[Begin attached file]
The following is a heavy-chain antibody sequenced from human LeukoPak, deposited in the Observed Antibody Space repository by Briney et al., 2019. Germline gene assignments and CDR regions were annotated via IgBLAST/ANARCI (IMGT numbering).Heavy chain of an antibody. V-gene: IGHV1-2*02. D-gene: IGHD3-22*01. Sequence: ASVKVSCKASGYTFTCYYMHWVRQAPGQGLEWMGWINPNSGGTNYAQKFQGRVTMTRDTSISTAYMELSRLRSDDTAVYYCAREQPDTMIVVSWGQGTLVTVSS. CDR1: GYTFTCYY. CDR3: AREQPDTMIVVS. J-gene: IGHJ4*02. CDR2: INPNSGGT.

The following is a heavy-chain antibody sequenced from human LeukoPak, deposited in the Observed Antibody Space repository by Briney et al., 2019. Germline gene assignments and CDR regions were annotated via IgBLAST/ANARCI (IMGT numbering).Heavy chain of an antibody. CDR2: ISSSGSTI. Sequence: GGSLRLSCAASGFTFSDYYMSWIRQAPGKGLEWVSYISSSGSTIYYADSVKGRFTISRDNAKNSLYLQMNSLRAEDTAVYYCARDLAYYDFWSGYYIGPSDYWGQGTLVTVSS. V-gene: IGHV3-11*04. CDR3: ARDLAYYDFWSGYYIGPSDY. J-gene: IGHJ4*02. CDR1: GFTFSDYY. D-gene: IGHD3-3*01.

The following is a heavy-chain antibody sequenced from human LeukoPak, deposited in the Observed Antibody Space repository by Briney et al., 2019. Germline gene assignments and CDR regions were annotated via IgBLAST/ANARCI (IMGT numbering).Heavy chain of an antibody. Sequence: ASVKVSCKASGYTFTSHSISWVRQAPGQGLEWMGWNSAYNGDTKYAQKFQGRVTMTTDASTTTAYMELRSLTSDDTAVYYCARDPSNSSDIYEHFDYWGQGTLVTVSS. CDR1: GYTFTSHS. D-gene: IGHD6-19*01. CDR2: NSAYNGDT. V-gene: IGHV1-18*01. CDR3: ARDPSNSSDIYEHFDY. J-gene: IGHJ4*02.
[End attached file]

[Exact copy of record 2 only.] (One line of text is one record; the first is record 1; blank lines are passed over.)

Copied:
The following is a heavy-chain antibody sequenced from human LeukoPak, deposited in the Observed Antibody Space repository by Briney et al., 2019. Germline gene assignments and CDR regions were annotated via IgBLAST/ANARCI (IMGT numbering).Heavy chain of an antibody. CDR2: ISSSGSTI. Sequence: GGSLRLSCAASGFTFSDYYMSWIRQAPGKGLEWVSYISSSGSTIYYADSVKGRFTISRDNAKNSLYLQMNSLRAEDTAVYYCARDLAYYDFWSGYYIGPSDYWGQGTLVTVSS. V-gene: IGHV3-11*04. CDR3: ARDLAYYDFWSGYYIGPSDY. J-gene: IGHJ4*02. CDR1: GFTFSDYY. D-gene: IGHD3-3*01.